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Don't be stupid! 5 Mistakes that Solo Travelers make often.

We solo travelers already get judged by friends and family for being a bit stupid. "Why would you go exploring central Africa all by yourself? So stupid" said my big sister. In my early days of solo travel, I admit I've given her quite a fair bit of evidences of my stupidity as a solo traveler. 12 years since, I'm wiser and still enjoy solo travelers around this beautiful planet of ours.

So while there are thousands of stupid mistakes solo travelers can do, I want to point out just 6 of these which I have made before. You will see that none of these are terribly difficult to do.

Mistake #1 - Going solo to look for company everyday

This is a problem of mindset among new solo travelers. They step out on a single ticket with the over-optimistic hope that they will meet new people everyday. I hate it to break it to you - solo travel has its fair share of both meeting amazing people and feeling amazing levels of loneliness. Yes going solo on a trip gives you very good opportunities to build relations across cultures, nationalities and genders. But as long as you're not a celebrity, you have to be mentally and financially prepared to be alone. My introverted friends thrive in that sweet space; extroverted ones less so. Of course if the whole point of your trip is to meet locals or fellow travelers, you can use apps like Solopacker or stay in hostels & guesthouses with common places to hangout.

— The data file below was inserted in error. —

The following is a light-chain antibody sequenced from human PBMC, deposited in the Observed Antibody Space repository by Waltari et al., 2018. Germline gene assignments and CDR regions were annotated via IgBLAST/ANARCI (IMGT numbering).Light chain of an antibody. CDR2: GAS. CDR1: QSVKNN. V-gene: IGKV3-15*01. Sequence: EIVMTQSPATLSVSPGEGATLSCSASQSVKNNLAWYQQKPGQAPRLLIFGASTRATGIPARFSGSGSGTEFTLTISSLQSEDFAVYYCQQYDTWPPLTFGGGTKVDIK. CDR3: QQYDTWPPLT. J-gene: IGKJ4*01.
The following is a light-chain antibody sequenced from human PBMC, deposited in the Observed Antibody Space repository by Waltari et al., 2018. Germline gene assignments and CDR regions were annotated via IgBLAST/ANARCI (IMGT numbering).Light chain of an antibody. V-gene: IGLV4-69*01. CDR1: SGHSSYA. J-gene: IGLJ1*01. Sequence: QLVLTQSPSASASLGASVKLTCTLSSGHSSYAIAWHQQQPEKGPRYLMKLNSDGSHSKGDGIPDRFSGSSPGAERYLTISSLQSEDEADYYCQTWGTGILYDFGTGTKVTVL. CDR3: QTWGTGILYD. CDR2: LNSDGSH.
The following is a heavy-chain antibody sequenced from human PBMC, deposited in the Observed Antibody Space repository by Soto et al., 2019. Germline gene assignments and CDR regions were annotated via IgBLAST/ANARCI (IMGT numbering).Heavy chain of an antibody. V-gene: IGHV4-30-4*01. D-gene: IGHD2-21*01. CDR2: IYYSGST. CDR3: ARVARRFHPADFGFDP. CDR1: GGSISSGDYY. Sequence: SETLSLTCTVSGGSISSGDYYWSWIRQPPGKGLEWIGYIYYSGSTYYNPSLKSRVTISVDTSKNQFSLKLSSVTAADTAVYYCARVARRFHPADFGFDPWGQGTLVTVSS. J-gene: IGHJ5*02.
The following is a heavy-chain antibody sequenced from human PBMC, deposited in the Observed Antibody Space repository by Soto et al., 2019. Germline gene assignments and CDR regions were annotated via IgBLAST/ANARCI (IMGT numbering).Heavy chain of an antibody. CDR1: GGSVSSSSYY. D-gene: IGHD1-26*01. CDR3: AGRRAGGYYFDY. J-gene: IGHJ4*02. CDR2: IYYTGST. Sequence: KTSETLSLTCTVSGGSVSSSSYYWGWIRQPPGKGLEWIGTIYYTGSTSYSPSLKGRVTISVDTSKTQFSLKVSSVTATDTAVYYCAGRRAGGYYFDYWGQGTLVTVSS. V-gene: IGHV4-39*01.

Mistake #2 - Packing waaaay too much

If you're on a solo trip for business, this applies less to you. If you're on a solo trip for the first time, don't be that person who packs until their bag crosses the 20kg mark on the scale to look like a "real traveler". Don't you think you'll be buying souvenirs or books along the way? Pack light. My recommendation is one 15kg bag for a 2 week trip (or longer), or one 10 kg bag for a 3 to 5 day trip. That heavy snow jacket - yeah go ahead and put it in. Replace that fat pouch of toileteries with the jacket and buy your soaps, shampoos and toothpastes along the way. If it's a commodity, best to buy it en route (bonus: you'll be injecting money into the local economy). Bringing books and a laptop along? Err... bad idea. Books are available for free in most hostels and guesthouses - your trip won't be any less fun without your most favourite books on this trip. Laptops, unless you're a professional b/vlogger or photographer, are a bad idea to bring along. If I had a dollar for every lost or stolen laptop notice I've seen through my travels, I would be able to buy a laptop. Loss aside, smart phones and tablets are more than enough for you to stay connected to the digital world.

Mistake #3 - Thinking travel insurance is a waste of money